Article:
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Automation of the SME sector: 4 myths and their debunking

Companies worldwide will invest more than 25 percent of their capital in automation solutions in the coming years: However, the McKinsey study also shows that small and medium-sized enterprises (SMEs) in particular have been hesitant to date. Why do SMEs tend to perceive automation as a burden rather than an opportunity?

Jonas Micheler
June 14, 2023
Reading Time: 3 min.

Why do small businesses avoid automated solutions?

Full order books despite a shortage of skilled workers: maintaining productivity is a hot topic in many large German corporations but also in companies from North America to South Asia. The Handelsblatt even attests that German SMEs are experiencing a productivity crisis – a phenomenon that also applies to many other industrialized nations. 

European SMEs are slow to recognize the opportunities that robotics and Industry 4.0 offer for productive work and saving resources: In Europe, 57 percent of production managers feel overwhelmed by the technical and digital changes. At the beginning of 2021, 66 percent of small and medium-sized enterprises in the U.S. are already utilizing automation but there is still a lot of potential left unused, too. The following four myths show the reasons why SMEs have been hesitant to approach the topic so far.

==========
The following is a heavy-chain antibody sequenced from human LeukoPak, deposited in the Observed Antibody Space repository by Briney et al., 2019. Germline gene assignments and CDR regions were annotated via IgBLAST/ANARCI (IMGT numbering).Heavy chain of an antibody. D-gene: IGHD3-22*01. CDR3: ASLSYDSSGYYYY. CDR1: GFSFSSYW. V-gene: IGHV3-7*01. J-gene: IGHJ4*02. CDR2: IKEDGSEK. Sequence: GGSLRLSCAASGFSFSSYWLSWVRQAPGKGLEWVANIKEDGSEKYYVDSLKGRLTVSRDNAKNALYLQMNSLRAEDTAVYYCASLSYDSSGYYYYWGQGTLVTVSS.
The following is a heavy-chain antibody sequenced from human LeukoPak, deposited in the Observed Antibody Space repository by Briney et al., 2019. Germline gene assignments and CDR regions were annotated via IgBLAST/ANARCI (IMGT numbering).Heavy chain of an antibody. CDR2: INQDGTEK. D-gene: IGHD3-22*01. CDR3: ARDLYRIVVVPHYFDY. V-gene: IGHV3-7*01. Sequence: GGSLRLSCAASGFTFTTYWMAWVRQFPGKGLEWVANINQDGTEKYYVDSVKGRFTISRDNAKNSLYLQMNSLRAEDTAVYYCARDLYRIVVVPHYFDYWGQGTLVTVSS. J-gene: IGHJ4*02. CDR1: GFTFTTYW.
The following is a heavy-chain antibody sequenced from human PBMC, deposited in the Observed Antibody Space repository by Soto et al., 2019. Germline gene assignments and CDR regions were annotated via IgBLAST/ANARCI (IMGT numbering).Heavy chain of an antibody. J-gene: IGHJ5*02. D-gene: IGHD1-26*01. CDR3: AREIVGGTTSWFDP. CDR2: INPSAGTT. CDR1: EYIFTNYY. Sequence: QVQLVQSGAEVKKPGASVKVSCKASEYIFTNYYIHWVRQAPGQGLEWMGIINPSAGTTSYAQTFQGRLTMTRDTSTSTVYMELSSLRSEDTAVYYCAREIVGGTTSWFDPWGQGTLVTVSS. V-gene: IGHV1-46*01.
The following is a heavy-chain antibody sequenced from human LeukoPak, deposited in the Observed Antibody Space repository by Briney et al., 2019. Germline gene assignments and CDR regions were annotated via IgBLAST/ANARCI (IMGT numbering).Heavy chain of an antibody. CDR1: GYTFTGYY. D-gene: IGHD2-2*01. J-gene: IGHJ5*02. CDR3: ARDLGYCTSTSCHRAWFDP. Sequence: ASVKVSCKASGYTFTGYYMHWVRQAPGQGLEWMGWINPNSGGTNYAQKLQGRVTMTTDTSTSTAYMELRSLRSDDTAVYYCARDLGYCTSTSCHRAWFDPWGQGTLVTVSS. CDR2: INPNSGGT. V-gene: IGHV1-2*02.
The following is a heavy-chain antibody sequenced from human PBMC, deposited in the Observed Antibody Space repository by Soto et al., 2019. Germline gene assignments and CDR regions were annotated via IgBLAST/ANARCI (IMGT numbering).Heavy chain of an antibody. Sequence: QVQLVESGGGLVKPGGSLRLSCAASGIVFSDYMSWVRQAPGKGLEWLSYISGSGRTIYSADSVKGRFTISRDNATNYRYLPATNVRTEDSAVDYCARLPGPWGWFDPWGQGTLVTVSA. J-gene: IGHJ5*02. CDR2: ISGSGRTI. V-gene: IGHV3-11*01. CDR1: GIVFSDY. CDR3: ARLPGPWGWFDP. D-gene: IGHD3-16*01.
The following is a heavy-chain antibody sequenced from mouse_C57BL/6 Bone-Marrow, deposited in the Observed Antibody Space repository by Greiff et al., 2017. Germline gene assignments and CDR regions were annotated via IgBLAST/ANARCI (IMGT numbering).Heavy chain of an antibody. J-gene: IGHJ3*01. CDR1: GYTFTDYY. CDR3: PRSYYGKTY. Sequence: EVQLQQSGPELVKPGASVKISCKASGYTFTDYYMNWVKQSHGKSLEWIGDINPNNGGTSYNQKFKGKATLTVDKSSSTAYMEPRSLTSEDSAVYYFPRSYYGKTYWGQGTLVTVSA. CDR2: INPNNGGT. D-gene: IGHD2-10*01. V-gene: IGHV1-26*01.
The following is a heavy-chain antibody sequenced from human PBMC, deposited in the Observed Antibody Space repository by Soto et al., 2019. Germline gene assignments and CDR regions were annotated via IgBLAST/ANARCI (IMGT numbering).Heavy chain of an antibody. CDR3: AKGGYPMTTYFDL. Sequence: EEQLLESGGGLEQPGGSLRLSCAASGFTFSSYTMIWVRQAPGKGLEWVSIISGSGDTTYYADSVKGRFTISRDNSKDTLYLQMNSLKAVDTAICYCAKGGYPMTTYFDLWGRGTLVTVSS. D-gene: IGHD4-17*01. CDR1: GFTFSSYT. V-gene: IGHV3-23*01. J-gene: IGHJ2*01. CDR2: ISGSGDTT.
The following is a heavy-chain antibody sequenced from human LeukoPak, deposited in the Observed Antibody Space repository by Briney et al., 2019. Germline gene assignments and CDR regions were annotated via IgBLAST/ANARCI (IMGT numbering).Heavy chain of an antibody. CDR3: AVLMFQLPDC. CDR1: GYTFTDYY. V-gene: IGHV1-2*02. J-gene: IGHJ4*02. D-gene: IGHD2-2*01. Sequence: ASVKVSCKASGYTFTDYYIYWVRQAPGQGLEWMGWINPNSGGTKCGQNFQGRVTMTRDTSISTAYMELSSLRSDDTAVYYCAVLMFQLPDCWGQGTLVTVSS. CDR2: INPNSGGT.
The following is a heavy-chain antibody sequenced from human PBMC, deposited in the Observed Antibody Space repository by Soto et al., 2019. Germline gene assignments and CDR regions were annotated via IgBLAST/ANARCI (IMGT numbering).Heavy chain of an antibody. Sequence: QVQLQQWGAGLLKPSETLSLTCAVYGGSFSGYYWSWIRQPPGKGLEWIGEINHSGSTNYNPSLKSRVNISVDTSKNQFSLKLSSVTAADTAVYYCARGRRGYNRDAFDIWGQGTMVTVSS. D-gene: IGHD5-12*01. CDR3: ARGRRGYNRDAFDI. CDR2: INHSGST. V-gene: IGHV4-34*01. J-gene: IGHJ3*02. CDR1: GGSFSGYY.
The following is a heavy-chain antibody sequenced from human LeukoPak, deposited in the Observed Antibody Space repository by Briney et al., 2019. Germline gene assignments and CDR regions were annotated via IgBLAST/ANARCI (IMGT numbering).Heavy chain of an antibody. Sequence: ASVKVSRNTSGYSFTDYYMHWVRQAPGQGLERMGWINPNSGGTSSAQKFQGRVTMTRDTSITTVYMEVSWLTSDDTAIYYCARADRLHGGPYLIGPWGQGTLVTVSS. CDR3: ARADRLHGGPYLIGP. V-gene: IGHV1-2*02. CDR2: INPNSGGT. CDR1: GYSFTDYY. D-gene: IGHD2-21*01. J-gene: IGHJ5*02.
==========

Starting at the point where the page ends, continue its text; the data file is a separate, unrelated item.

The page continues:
Myth 1: Automation is too expensive for SMEs

Many companies shy away from the costs of automation solutions – and therefore do not inform themselves. The belief that only large companies can handle the conversion prevents many SMEs from examining their automation potential. In fact, depending on the industry, the use of robotics means accelerated production, support in quality assurance and reduced workload for skilled workers even in small businesses – and thus has an impact on the company's productivity and efficiency.

Moreover, automation solutions cost less today than they did in their early days, and initial investments usually pay off quickly. Robot systems from KUKA are also characterized by low maintenance costs, run smoothly and will be checked by experts regularly.

Our example: The galvanizing plant Verzinkerei Sulz GmbH took an unusual step: for an exciting project, it opted to purchase an automated welding cell from KUKA – thus saving the twice-weekly transport to the Eastern European welding company. The decision in favor of the welding robot was made not least because of the shortage of welders in the region.


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Learn more about automation for small and medium-sized enterprises

Myth 2: Automation costs jobs and discourages applicants

The fact is: skilled workers are in short supply in the German economy. SMEs in particular have problems finding well-trained personnel, especially for demanding, difficult or monotonous tasks. Employees can use their qualifications for more attractive work when robots take over unergonomic routine tasks.
Pleasant working conditions are an important argument for employees to choose or stay with a company. In addition, young employees already perceive the will to automate as a positive company characteristic and see this as a sign of innovative spirit.